I have summarized these key variables for a number of these funds in the table below. There is one ETF and four mutual funds. The mutual funds vary in terms of expense ratios, but all have loads. These funds range in yield from 4.4% to 5.5% and have trailing 3-year volatility levels ranging from 6.2% to 11.2%. For reference, the S&P500 has a trailing 3-year volatility of 12.5% and the Barclays Aggregate Bond Index has a volatility of 2.83%.

    The iShares Corporate Bond ETF (LQD) has a yield of 3.8% and trailing 3-year volatility of 5.6%. It is notable, however, that LQD has a -52% correlation to 10-year Treasury yield which means that this asset class will tend to lose money if interest rates rise. The income funds listed here all have a modest positive correlation to 10-year Treasury yield, so they should do okay in a rising rate environment.

    The average projected volatility for these five funds is 10% and the average correlation to 10-year Treasury yield is 32%. This level of risk and interest rate exposure corresponds to one of the model ETF portfolios on the 'efficient yield frontier.' This portfolio has a 10% projected volatility and a 30% correlation to the 10-year Treasury yield and a 5.5% yield. This portfolio also has a constraint that no more than 20% of the portfolio can be allocated to any single asset class.

     

     

    NameTickerYieldExpected VolatilityTrailing VolatilityCorrelation to 10Yr Treasury YieldExpense RatioLoad
    Guggenheim Multi-Asset IncomeCVY5.4%12.7%11.2%34.7%0.8% 
    Franklin Income FundFKINX5.5%10.2%9.2%38.5%0.6%5.5%
    Thornburg Investment IncomeTIBAX5.2%10.5%9.8%29.2%1.2%4.5%
    JP Morgan Income BuilderJNBAX4.5%9.7%9.0%29.0%0.7%4.5%
    BlackRock Multi-Asset IncomeBAICX4.4%6.7%6.2%27.9%0.8%5.3%
    4 ETF Model PortfolioModel5.2%10.0%7.4%35.5%0.6% 

    The last entry in the table above is for a 4-ETF model portfolio, which has volatility levels consistent with the five funds, a yield of 5.2%, and a 35% correlation to the 10-year Treasury yield. The weighted expense ratio of the funds in the portfolio is 0.6%. The 4-ETF model portfolio is simply this:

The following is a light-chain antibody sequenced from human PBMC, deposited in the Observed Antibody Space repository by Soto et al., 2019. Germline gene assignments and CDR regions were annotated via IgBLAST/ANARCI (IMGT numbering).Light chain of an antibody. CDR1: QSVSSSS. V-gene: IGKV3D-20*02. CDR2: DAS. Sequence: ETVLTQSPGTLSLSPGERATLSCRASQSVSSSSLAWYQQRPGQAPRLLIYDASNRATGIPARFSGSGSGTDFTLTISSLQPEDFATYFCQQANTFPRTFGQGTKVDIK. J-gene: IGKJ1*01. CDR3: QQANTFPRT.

NameTickerAllocation
    SPDR Barclays 1-3 Month T-BillBIL2%
    Vanguard Total Stock Market IndexVTI10%
    Alerian MLPAMLP46%
    iShares S&P U.S. Preferred StockPFF42%

    In summary, then, the risk levels and yields of the available multi-asset income portfolios all look quite reasonable and their positive correlations to changes in Treasury yields are exactly what one would want. The only downside to these funds is their high expenses when we include the loads. CVY is the exception, with a fairly reasonable 0.8%. It is notable, however, that CVY is a bit of an outlier here with regard to risk. The historical and projected volatility levels for CVY are much higher than the other funds and higher than the 4-ETF portfolio and this higher risk comes with only incrementally higher yield.

    On the other hand, CVY has delivered substantially higher total returns than the other funds and the model portfolio:

    NameTicker3yr Avg Annual Return 
    Guggenheim Multi-Asset IncomeCVY13.6% 
    Franklin Income FundFKINX10.7% 
    Thornburg Investment IncomeTIBAX9.7% 
    JP Morgan Income BuilderJNBAX8.6% 
    BlackRock Multi-Asset IncomeBAICX9.1% 
    4 ETF Model PortfolioModel7.8% 

    CVY has a demonstrated ability to deliver higher price appreciation in a rising stock market which is compensation for its higher risk level. The question for investors is the degree to which they are comfortable with the higher volatility. When I run an unconstrained optimization for a risk level equal to CVY and with a 35% correlation to 10-year Treasury yield, I find that it is possible to achieve a 6.4% yield with the following allocation:

    VTI33.00%
    AMLP37.00%
    REM20.00%
    PFF10.00%

    Please note that I am in no way suggesting that this portfolio would be appropriate for any specific person.

    Conclusions